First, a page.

LINGUIST List 11.1986

Wed Sep 20 2000

Disc: Kirk: Corpora Galore

Editor for this issue: Karen Milligan <>


  1. j.mukherjee, Re: 11.1909, Disc: New: Kirk: Corpora Galore

Message 1: Re: 11.1909, Disc: New: Kirk: Corpora Galore

Date: Wed, 20 Sep 2000 15:03:52 +0200
From: j.mukherjee <>
Subject: Re: 11.1909, Disc: New: Kirk: Corpora Galore

Concerning my review of

John M. Kirk, ed. (2000): Corpora Galore: Analyses and Techniques in
Describing English (Language and Computers: Studies in Practical
Linguistics No 30). Amsterdam: Rodopi.

Ron Sheen wrote the following:

>In the review of the above volume, Joybrato Mukherjee writes:
>"A second example of leaving loose threads is David C. Minugh's
>paper. He is perfectly correct in observing that "students, particularly
>EFL students, are both encouraged to learn idioms [...] and
>simultaneously discouraged from using them" (p. 57). However, he does not
>provide the reader with a clear-cut conclusion as to this problem on the
>basis of the numerous - and no doubt valuable - quantitative corpus
>What is intriguing, from my point of view, in the above is:
>"...simultaneously discouraged from using them"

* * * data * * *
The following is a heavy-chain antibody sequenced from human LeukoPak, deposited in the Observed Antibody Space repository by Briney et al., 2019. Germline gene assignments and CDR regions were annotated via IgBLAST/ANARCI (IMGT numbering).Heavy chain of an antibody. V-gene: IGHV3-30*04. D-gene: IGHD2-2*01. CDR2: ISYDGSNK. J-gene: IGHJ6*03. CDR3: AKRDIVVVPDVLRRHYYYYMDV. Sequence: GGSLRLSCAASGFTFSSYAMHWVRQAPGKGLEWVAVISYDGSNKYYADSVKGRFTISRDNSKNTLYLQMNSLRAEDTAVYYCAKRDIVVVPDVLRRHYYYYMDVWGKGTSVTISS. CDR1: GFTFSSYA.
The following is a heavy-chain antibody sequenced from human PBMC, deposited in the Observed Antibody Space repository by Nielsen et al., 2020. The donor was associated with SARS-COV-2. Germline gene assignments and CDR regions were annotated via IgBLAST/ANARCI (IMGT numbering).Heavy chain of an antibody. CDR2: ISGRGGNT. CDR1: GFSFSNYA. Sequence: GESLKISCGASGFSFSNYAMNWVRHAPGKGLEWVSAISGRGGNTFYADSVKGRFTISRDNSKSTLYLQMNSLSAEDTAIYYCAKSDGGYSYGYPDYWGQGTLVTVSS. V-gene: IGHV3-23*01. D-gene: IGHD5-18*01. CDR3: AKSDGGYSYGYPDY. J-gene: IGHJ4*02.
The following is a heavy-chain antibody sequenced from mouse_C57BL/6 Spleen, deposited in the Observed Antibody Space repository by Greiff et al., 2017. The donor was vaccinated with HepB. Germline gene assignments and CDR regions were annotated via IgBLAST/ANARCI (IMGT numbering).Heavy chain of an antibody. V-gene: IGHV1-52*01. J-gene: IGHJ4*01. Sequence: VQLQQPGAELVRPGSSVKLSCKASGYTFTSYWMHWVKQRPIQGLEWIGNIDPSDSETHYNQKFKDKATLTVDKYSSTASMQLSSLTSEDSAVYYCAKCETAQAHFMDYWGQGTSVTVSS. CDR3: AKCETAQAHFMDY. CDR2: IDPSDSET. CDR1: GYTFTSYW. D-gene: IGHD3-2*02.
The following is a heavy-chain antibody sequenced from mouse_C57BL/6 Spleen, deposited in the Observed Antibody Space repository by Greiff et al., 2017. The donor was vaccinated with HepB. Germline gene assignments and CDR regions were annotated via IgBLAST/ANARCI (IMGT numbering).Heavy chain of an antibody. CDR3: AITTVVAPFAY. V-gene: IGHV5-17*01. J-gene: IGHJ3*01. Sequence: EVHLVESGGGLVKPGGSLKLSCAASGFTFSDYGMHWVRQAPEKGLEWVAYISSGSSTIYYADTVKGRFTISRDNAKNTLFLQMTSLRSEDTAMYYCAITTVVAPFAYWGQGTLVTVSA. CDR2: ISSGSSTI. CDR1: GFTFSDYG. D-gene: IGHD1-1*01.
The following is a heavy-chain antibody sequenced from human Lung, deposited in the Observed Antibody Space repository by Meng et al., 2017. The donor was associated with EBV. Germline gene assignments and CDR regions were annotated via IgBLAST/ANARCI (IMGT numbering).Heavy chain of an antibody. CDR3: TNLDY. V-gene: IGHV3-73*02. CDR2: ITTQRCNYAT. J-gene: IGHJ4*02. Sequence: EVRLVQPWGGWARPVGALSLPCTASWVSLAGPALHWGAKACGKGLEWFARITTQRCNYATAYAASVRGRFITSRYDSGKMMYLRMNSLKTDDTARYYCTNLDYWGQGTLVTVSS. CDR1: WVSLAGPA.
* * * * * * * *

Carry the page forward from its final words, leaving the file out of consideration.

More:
>I'd appreciate it if either the author of the article or of the review
>could elaborate on the empirical data used to support this conclusion. It
>puzzles me as to why there would be such discouragement, what type of
>evidence was advanced to support the conclusion and how it was gathered.

What David Minugh states is the fact that on the one hand, EFL teachers tend
to make learners use idioms which are supposed to mark native competence (in
the same way as, say, the correct use of phrasal verbs or collocations). On
the other hand, learners are "discouraged from using them" because many
idioms have become worn-out and clich´┐Ż-like wordings (cf. e.g. "it's raining
cats and dogs" which seems to survive in the EFL classroom only).
Neither Minugh (in his paper) nor I (in my approval) have drawn on truly
empirical data. Focusing on my reasons for agreeing with Minugh on this
point, the experience I made in the course of two years of teacher training
(and of teaching my own classes) confirm this observation. Although I am not
able to elaborate on non-existing empirical data, the bottom line is that
EFL teachers face the difficulty of teaching an appropriate command of
idioms. In fact, this is a clearly intuition-based hypothesis, but in my
view, both learners using too many idioms and learners using hardly any
idioms or no idioms at all are easily recognized as non-natives. Corpus
linguistic studies may, however, provide useful (and empirical) insights for
determining the adequate amount of idioms to be taught and to be learned.
The question is whether newspaper CDs as databases are the best choice,
since this genre makes use of idioms to a larger extent than other genres
(as Minugh hinself points out correctly). In this regard, one can surely not
do without analyses of more representative and balanced corpora in future

Joybrato Mukherjee

Department of English, University of Bonn

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